Transformation of Mexican nationalism based on revolutionary values in globalization; agrarian movement promoted by Zapata adapted to a new situation, and Maderos polemical though related to re election, are some themes to be analyzed by specialists from September 2009 and until 2010, as part of a historiographic revision of the 20th century.
The 6th Certificate of Mexican 20th Century History, Century of the Revolution, organized by the National Institute of Anthropology and History
(INAH) is part of the centennial of the armed movement celebrations, and academic discussion will focus on themes that have changed economic, politic and cultural structures in Mexico.
Revolution still has deep meanings from economic, politic and cultural perspectives, pointed out Sergio Hernandez, researcher at INAH Direction of Historical Studies, and coordinator of the academic gathering.
In his opinion, there are still living icons like Francisco Villa, theme of several studies, and Zapatas agrarian theme, that has transformed and adapted to new situations.
The course begins in September 9th 2009 and ends in July 7th 2010. The inaugural conference, Mexican Revolution and 20th Century, by Carlos Monsivais, will be followed by lectures by Armando Batra, Arturo Soberon, Salvador Rueda Smithers, Alicia Olivera, Gustavo Leal, Dolores Pla, Carlos Tello Macias, Carlos Martinez Assad y Lorenzo Meyer, among others.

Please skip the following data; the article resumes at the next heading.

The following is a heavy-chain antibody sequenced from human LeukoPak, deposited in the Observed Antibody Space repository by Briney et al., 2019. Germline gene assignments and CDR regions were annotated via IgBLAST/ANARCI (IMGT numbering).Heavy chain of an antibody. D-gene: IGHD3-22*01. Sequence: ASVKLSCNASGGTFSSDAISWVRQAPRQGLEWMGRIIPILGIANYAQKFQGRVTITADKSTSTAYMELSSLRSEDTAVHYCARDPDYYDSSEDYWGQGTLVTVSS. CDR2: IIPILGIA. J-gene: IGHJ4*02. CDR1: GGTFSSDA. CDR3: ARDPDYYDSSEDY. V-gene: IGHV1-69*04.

The INAH historian points out that it is fundamental to offer a footing to understand actual issues. Society wonders why the regimens politic transformation has not come off into solid democratic participation structures; Revolution heritage, such as social, educative and health issues are theme of debate to present.
This course pretends to get close to these events and have more knowledge of living pasts, as well as cultural and popular expressions, aiming to strengthen social plurality and globalization process.
Conformation of a new economy linked to most important economic centers; raising of a more critic citizenship after 1968, and the economic model crisis under which Mexico grew during 20 or 30 years but keeps stuck to present, are part of actual worries rooted in the immediate past, concluded the specialist.